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November 20, 2008
Settling Old Debts
• Some of the major flashpoints in Native government confrontations involve issues related to specific claims, such as Oka and the ongoing Caledonia standoff in southern Ontario.
• Ottawa passed Bill C-30, The Specific Claims Tribunal Act, while a step in the right direction as it creates an independent tribunal with enforcement powers, limits financial awards and does not include a sunset clause for filing and resolution.
• At the current rate, a single land claim can take up to 13 years to resolve, and with a backlog of 800-1,000 claims, the process could take over 100 years.
• Unresolved land claims total between $2.6 billion and $6 billion. Some sources estimate, with the number of claims increasing annually, the value is closer to $10 billion. Such unresolved claims create tremendous economic uncertainty and prevent investment. They represent lost opportunities for First Nation communities. This is a central reason to expedite their resolution.
• Land claims are part of the “right-based agenda” for First Nations. But once this area is resolved, these communities can focus exclusively on socio-economic improvement.
• The newly created specific claims tribunal has a cap on compensation awards of $150 million. Although they are similar to courts in structure and process, they face this limit in a manner other courts do not.
• The federal government should remove the cap on financial awards and balanced that action with a sunset clause. This would show First Nations that the government is committed to justice.
• To prevent opportunism, the independent tribunal should adopt very clear and strict rules for accepting the validity of specific claims. This would counter-balance any attempts to flood the system with vexatious claims.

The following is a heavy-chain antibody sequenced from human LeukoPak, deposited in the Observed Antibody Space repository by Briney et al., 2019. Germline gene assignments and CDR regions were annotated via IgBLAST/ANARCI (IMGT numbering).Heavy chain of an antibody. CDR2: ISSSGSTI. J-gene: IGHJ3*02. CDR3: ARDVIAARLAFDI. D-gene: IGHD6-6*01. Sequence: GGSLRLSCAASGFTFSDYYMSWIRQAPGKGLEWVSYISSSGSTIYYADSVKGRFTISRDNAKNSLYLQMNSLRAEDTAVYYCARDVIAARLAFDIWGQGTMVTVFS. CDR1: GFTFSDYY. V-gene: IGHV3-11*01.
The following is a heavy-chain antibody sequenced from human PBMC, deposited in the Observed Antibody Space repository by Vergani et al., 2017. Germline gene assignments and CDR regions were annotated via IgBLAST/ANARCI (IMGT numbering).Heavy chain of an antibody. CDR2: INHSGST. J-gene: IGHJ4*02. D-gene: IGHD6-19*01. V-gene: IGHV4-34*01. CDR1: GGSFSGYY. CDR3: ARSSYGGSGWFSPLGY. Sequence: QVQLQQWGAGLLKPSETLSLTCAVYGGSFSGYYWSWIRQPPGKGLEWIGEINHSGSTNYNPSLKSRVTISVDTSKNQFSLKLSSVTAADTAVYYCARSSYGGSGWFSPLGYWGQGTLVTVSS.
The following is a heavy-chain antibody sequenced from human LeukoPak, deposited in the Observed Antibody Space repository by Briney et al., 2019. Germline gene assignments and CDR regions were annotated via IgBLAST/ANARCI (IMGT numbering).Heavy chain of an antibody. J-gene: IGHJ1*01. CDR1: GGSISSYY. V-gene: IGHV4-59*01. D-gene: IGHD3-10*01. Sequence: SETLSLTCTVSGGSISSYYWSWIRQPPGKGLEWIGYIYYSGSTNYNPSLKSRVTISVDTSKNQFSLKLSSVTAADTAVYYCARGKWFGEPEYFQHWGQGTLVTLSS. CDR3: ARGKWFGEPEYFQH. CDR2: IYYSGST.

• To balance the proposal, First Nations would need to accept a specific claims filing and settlement deadline. Each deadline would be different, but firm in enforcement. This will bring all claims to the fore, up front, and eventually help provide finality.
• Any expedited land claims process should involve a requirement that First Nation governments provide transparent and accountable governing institutions. This means they must adopt accountability measures, similar to the First Nation Governance Act. Monies from settlements should go towards community benefit, not corrupt band structures.
• The legislation should mandate First Nation input into the choice of judges to sit on the tribunal and should consider establishing First Nation advisory councils, drawing from all regions of Canada, which provide input into which claims get adjudicated.
is a policy analyst at the Frontier Centre for Public Policy who focuses on aboriginal matters and property rights. Based in Lethbridge, Alberta, he is from the Sudbury region of Northern Ontario, and has Metis ancestry from Quebec. He graduated from McGill University in 2001, majoring in political science and history. He specialized in Canadian and American politics, with an emphasis on constitutional law. He is completing a master of journalism degree at Carleton University, where he is specializing in political reporting. For two years, he covered House standing committees, as well as Senate committees. His career in journalism includes several stints at community newspapers in Northern Ontario, including Sudbury and Espanola. He also completed internships at CFRA 580 AM, a talk radio station in Ottawa and the Cable Public Affairs Channel. He writes a weekly column in the Winnipeg Sun and contributes to the Taxpayer, the flagship publication of the Canadian Taxpayers Federation. Quesnel's policy commentaries have appeared in the Lethbridge Herald, Vancouver Sun, Globe and Mail, Financial Post, and the National Post, among others.